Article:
22 Pattwell DM, Patwell DM, McArdle A, Morgan JE, Patridge TA, Jackson MJ. Release of reactive oxygen and nitrogen species from contracting skeletal muscle cells. Free Radic Biol Med. 2004;37(7):1064-1072. doi:10.1016/j.freeradbiomed.2004.06.026. [ Links ]

23 McArdle A, Pattwell D, Vasilaki A, Griffiths RD, Jackson MJ. Contractile activity-induced oxidative stress: cellular origin and adaptive responses. Am J Physiol Cell Physiol. 2001;280(3):C621-7. [ Links ]

24 Evans DL, Rose RJ, Knight PK, Cluer D, Saltin B. Oxygen uptake in the racing camel at rest and during treadmill exercise. Acta Physiol Scand Suppl. 1994;617:40-48. [ Links ]

25 Knight PK, Rose RJ, Evans DL, Cluer D, Henckel P, Saltin B. Metabolic responses to maximal intensity exercise in the racing camel. Acta Physiol Scand Suppl. 1994;617:61-77. [ Links ]

26 Lindholm A, Saltin B. The physiological and biochemical response of standardbred horses to exercise of varying speed and duration. Acta Vet Scand. 1974;15(3):310-324. [ Links ]

27 Westerlind KC, Fluckey JD, Gordon SE, Kraemer WJ, Farrell PA, Turner RT. Effect of resistance exercise training on cortical and cancellous bone in mature male rats. J Appl Physiol. 1998;84(2):459-464. [ Links ]

28 Devor ST, Faulkner JA. Regeneration of new fibers in muscles of old rats reduces contraction-induced injury. J Appl Physiol. 1999;87(2):750-756. [ Links ]

29 Carlson BM, Faulkner JA. Muscle regeneration in young and old rats: effects of motor nerve transection with and without marcaine treatment. J Gerontol A Biol Sci Med Sci. 1998;53(1):B52-7. [ Links ]

30 Holloszy JO. Biochemical adaptations in muscle. Effects of exercise on mitochondrial oxygen uptake and respiratory enzyme activity in skeletal muscle. J Biol Chem. 1967;242(9):2278-2282. [ Links ]

31 Herzog W, Zatsiorsky V, Prilutsky BI, Leonard TR. Variations in force-time histories of cat gastrocnemius, soleus and plantaris muscles for consecutive walking steps. J Exp Biol. 1994;191:19-36. [ Links ]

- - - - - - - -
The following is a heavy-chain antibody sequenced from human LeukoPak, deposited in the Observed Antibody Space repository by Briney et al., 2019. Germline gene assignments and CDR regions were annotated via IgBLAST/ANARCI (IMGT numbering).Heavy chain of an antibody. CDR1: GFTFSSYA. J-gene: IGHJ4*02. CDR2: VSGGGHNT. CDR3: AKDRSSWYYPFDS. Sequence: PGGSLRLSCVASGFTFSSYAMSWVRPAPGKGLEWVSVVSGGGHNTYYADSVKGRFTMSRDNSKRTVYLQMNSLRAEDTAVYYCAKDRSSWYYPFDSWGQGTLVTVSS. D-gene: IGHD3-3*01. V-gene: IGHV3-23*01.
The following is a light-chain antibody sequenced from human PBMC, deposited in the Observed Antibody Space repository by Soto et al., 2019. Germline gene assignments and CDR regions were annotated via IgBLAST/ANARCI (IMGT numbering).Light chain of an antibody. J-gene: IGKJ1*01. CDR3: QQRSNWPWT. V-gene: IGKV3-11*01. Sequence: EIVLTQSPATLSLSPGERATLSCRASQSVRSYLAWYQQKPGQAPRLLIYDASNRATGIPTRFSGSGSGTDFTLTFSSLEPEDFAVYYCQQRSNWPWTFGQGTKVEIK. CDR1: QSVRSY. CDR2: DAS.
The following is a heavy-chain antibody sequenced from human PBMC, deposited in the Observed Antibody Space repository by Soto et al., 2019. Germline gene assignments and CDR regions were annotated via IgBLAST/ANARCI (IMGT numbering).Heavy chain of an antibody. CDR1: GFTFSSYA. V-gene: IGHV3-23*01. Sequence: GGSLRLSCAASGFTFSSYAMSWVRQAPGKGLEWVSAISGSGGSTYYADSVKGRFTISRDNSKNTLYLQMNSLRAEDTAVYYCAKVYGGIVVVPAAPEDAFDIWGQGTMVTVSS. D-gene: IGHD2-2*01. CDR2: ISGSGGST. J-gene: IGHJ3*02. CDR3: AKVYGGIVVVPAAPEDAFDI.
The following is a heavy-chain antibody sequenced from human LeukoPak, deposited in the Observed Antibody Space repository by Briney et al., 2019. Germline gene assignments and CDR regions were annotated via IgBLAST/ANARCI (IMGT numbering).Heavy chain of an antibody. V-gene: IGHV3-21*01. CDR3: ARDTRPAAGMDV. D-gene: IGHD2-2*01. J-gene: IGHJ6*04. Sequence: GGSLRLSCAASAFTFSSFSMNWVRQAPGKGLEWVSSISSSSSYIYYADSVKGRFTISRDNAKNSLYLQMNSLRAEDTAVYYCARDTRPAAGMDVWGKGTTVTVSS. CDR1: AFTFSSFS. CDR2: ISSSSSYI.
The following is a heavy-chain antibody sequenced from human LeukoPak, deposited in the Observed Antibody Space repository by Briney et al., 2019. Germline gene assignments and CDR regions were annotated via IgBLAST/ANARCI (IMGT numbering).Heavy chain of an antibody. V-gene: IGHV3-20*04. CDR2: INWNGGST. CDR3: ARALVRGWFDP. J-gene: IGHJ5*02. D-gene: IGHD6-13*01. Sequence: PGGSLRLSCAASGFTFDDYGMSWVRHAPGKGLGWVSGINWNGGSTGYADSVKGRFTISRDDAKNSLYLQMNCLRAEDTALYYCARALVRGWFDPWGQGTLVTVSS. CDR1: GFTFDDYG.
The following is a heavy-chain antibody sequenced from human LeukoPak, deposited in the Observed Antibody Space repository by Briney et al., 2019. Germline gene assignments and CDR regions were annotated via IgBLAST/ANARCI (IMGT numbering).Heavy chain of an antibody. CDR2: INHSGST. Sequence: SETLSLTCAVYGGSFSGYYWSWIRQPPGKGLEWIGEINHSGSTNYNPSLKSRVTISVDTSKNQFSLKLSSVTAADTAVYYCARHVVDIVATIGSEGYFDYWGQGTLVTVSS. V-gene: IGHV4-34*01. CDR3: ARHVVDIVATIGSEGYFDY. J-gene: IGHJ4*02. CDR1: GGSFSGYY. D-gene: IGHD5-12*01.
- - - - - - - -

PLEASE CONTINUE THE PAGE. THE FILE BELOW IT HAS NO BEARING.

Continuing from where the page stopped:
32 Thorner W. New data on the physiology of training; clinical examination of heart and blood in endurance runs of growing dogs. Arbeitsphysiologie; Int Zeitschrift für Angew Physiol. 1949;14(2):116-136. [ Links ]

33 Mangili F, Cuttica F. Kinetics of cardiocirculatory adaptations during exercise in dogs. Boll della Soc Ital di Biol Sper. 1964;40(24):Suppl:2080-3. [ Links ]

34 Donald DE, Ferguson D. Response of heart rate, oxygen consumption, and arterial blood pressure to graded exercise in dogs. Proc Soc Exp Biol Med. 1966;121(2):626-630. [ Links ]

35 Vanhoutte P, Lacroix E, Leusen I. The cardiovascular adaptation of the dog to muscular exercise. Role of the arterial pressoreceptors. Arch Int Physiol Biochim. 1966;74(2):201-222. [ Links ]

36 Berkinelit MB, Kovalev SA, Smolianinov VV, Chaĭlakhian LM. Determination of basic electric characteristics of the myocardium of the ventricle in frogs. Biofizika. 1965;10(5):861-867. [ Links ]

37 Padykula HA, Gauthier GF. Cytochemical studies of adenosine triphosphatases in skeletal muscle fibers. J Cell Biol. 1963;18(1):87-107. doi:10.1083/JCB.18.1.87. [ Links ]

38 Edelman JC, Edelman PM, Kniggee KM, Schwartz IL. Isolation of skeletal muscle nuclei. J Cell Biol. 1965;27(2):365-377. [ Links ]

39 Wierzuchowski M. Two paths of glucose utilization during heavy exercise in the dog. Am J Physiol. 1966;211(1):19-37. [ Links ]

40 Hendricks HB, Aberle ED, Jones DJ, Martin TG. Muscle fiber type, rigor development and bone strength in dobule muscled cattle. J Anim Sci. 1973;37(6):1305-1311. [ Links ]

41 Kambadur R, Sharma M, Smith TP, Bass JJ. Mutations in myostatin (GDF8) in double-muscled Belgian Blue and Piedmontese cattle. Genome Res. 1997;7(9):910-916. [ Links ]

42 Carey RM, Wang ZQ, Siragy HM. Role of the angiotensin type 2 receptor in the regulation of blood pressure and renal function. Hypertens (Dallas, Tex 1979). 2000;35(1 Pt 2):155-163. [ Links ]

43 Visioli O, Rinetti M, Colombi L, Barbaresi F. Cardiac hypertrophy after muscular stress. Myocardial lipids modifications in rat. Mal Cardiovasc. 1965;6(4):531-535. [ Links ]

44 McMullen JR, Shioi T, Zhang L, et al. Phosphoinositide 3-kinase (p110 alpha) plays a critical role for the induction of physiological, but not pathological, cardiac hypertrophy. Proc Natl Acad Sci U S A. 2003;100(21):12355-12360. doi:10.1073/pnas.1934654100. [ Links ]

45 ACSM. Acsm Honor / Citation Awards. . Published 2016. Accessed September 16, 2016. [ Links ]

46 ISI. National Sciece Indicators, USA. Base Deluxe - SCI/2010 MEC CAPES Coleta. 2010. [ Links ]

47 Quinn R. Comparing rat’s to human’s age: How old is my rat in people years? Nutrition. 2005;21(6):775-777. [ Links ]

48 APS. Resource Book for the Design of Animal Exercise Protocols.; 2006. [ Links ]

49 McCarthy C. Bioethics of Laboratory Animal Research. 1st ed. Washington, DC: ILAR J.; 1999. [ Links ]

50 Perry P. The ethics of animal research: a UK perspective. ILAR J. 2007;48(1):42-46. [ Links ]

51 Russell W, Burch R. 1959. The Principles of Humane Experimental Technique. London: Methuen and Co. [Reissued: Universities Federation for Animal Welfare, Herts, UK]; 1992. [ Links ]

52 MCTI. Normativas Do CONCEA. 2nd ed. Brasília; 2015. [ Links ]

Received: September 19, 2016; Accepted: November 18, 2016

Corresponding author Kátia De Angelis. Universidade Nove de Julho, São Paulo, SP, Brasil.

Creative Commons License This is an open-access article distributed under the terms of the Creative Commons Attribution License